The good man, Sam (Aravindswamy) and Satan, Bergmans (Arjun) are brothers in a Seminary, with Bergmans having joined the Seminary to feed himself and his poor family and Sam, to serve the Lord. Bergmans is thrown out from the Seminary, as Sam reports to his superiors that Bergmans has broken the oath of Celibacy. Thus begins the 'good vs evil' fight which forms the crux of the film.
Several years later, Sam, now a catholic Father, comes to a village, where he mentors Thomas, an orphaned kid who grows up to be a handsome young fisherman. The good vs evil fight restarts, this time with Thomas joining in. Meanwhile, Thomas is smitten by Beatrice, a nurse. Questions like where does Thomas and Bea fit in this fight, do they get together, how does good triumph evil are answered as the second half of the film unties all the knots.
Mani Ratnam and Jayamohan have woven a beautiful script, which keeps you interested till the end. The efforts taken by them to bring in the nativity of a fishing village is so evident. At the end of the film, you feel like you've visited the village and lived there.
Arjun as the unapologetic satan and Aravindswamy as the oh-so-pure Father and Thomas' mentor, have played their parts well, though Arjun reminds us of Pugazhendhi from Mudhalvan, especially during the climax. Gautham Karthik looks promising and is convincing in his role as Thomas. Thulasi Nair is apt as the emotionally immature, childlike Beatrice.
The album, one of Rahman's best in the last 5 years, is already a big hit, with people eagerly waiting for each song in the theater. AR Rahman has worked equally hard for the background score too, with each cue fitting perfectly to the mood. I already can not wait to get my hands on the voice-less BGM tracks.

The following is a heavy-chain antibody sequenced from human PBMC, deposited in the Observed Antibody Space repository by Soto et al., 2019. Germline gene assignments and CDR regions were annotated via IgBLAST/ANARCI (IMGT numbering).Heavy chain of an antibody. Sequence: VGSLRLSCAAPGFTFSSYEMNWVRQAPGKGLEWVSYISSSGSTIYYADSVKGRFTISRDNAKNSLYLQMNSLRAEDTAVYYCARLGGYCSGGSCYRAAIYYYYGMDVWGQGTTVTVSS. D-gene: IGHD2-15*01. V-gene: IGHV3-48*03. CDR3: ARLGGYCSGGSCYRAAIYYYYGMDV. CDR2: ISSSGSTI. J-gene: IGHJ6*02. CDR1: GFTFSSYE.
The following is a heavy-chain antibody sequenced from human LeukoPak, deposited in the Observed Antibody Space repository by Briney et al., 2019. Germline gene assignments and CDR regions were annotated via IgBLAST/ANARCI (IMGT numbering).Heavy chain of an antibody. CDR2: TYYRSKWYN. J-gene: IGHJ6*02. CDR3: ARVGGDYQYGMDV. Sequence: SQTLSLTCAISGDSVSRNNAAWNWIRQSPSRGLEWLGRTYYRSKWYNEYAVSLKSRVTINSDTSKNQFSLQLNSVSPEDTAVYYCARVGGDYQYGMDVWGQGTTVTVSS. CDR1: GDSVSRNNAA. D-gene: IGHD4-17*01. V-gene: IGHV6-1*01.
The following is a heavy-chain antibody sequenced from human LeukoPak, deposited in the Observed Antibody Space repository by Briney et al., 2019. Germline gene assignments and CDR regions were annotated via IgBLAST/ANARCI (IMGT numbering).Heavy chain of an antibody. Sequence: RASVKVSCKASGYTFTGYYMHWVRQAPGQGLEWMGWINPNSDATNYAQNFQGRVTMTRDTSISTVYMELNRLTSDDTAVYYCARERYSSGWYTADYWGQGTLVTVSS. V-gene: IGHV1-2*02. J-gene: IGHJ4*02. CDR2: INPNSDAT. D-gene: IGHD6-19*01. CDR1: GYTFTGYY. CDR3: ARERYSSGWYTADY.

Rajeev Menon proves why he is among the best cinematographers here. The vibrant sea, the pristine beach, the church look so beautiful. The highlight is the climax scene in on the boat, with the boat tossing and turning due to the storm. Hats off, Rajeev Menon!
My only big grouse with this film is the way in which the songs were used in the film. Lakshmi Manchu once tweeted (https://twitter.com/LakshmiManchu/status/270745822809968641) that Nenjukkulle was picturised on her, but for some reason the song has been removed. The song is now played in the background for Gautham-Thulasi. Chithtirai Nila was used in bits and pieces three times in the film and Anbin Vaasale was pushed to end credits. However, the use of Magudi when Gautam turns 'evil' is just perfect. The most brilliant part of the song and the usage in the film is the 'devil' telling him in her seductive voice that once he has embraced 'her', he'll not be able to redeem himself and he'll dance as per her tunes (naan magudi daa, nee paambu).
Kadal is not a typical Mani Ratnam film. He has ventured in to new territory - in to a zone he is not comfortable with - has come out with flying colours. Kadal is a must watch. I'd rate Kadal 4 out of 5. It's one of the best tamil films in recent times (PS: I haven't watched Vishwaroopam yet).